The Very Thought of You by, Rosie Alison
The Very Thought of You is definitely a book with hidden depths. In it, 8-year-old Anna Sands is sent away from her mother in London (in preparation for the upcoming Blitz) to stay at an impromptu boarding school for evacuees in palatial Ashton Park- home of Thomas Ashton and his wife.
On the surface the book details the lives and loves of certain Britons during WWII but once the reader gets to the heart of the book the reader realizes that he is not simply reading a ‘love story’ but instead a story that explores the notion of love- what is it? why is it? is it good or bad?
Ms. Alison is able to create characters that ring true, and put them in situations different than your typical love stories. Here we do not have the two lovers kept apart but unfair circumstances but then finally get together in the final act, but instead, character after character that can’t seem to get this ‘love thing’- that everyone else understands so easily- down. And once they do find love they are met with tragic results, of course. Even the title of the book doesn’t reference, as one would think, our main romantic paring, but instead another couple (Anna’s parents) who are a dubious love pairing at best.
While this book was ultimately a really enjoyable read, there were two odd things that I had problems with, the first being that too often Anna crops up to be at hand or get the attention of the adults at Ashton Park, such as when she’s able to eaves-drop on, not one, not two, but three intimate episodes with Thomas and his lady loves, or how she’s always at hand to run an errand- it all makes it seem a little forced and I don’t think it’s particularly necessary that she had to be that familiar with Thomas’ secrets to have formed her attachment to him.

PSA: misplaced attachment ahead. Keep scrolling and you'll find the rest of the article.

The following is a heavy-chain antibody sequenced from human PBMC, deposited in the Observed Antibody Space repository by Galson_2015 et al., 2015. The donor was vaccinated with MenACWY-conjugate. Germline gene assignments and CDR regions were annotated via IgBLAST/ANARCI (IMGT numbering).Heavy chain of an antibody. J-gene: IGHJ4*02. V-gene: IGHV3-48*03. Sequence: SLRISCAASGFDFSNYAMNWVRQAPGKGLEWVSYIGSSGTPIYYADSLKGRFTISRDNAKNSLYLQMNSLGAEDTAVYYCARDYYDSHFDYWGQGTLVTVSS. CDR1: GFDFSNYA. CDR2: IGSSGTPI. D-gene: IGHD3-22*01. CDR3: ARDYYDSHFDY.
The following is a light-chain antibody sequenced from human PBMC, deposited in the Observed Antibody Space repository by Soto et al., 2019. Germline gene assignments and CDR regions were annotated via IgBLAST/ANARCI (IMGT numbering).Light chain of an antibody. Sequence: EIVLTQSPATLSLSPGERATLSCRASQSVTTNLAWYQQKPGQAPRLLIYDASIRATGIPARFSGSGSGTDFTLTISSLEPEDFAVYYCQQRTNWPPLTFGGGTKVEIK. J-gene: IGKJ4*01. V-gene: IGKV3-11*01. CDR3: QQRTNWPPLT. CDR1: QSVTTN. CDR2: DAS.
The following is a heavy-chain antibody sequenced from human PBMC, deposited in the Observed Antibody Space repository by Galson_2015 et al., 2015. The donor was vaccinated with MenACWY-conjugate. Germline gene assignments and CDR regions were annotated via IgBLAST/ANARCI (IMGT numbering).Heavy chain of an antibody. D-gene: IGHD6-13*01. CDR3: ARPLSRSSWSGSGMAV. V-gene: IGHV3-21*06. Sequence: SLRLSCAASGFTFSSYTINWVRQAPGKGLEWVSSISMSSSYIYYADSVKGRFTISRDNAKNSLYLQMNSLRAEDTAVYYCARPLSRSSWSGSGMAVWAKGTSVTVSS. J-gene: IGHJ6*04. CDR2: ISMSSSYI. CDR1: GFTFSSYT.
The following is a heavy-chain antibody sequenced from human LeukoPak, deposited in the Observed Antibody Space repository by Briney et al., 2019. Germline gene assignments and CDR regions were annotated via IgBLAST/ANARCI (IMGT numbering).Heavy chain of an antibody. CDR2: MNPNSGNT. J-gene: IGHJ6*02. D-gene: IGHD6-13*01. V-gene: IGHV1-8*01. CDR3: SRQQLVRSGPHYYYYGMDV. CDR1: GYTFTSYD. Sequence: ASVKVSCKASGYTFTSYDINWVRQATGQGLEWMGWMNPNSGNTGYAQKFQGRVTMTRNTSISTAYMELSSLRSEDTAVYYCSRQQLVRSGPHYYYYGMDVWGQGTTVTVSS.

The other thing was I got the odd feeling of wondering what or who exactly this book was about until quite near the end, due in part to the fact that the story is told from many points-of-view- from the inexplicable chapters from the point-of-view of the Nortons (nice but really they could have been completely cut out), to the somewhat superfluous points-of-view of Roberta and even Elizabeth. Perhaps simply focusing on Anna and Thomas’ experiences would have allowed Ms. Alison to more directly express the main themes of the story, as well as stream-lining a bit of the plot.
Overall though, The Very Thought of You is a nice look at what it means to love and the value of imperfect, fleeting, or even one-sided love.
Note: This book was a Goodreads First Read.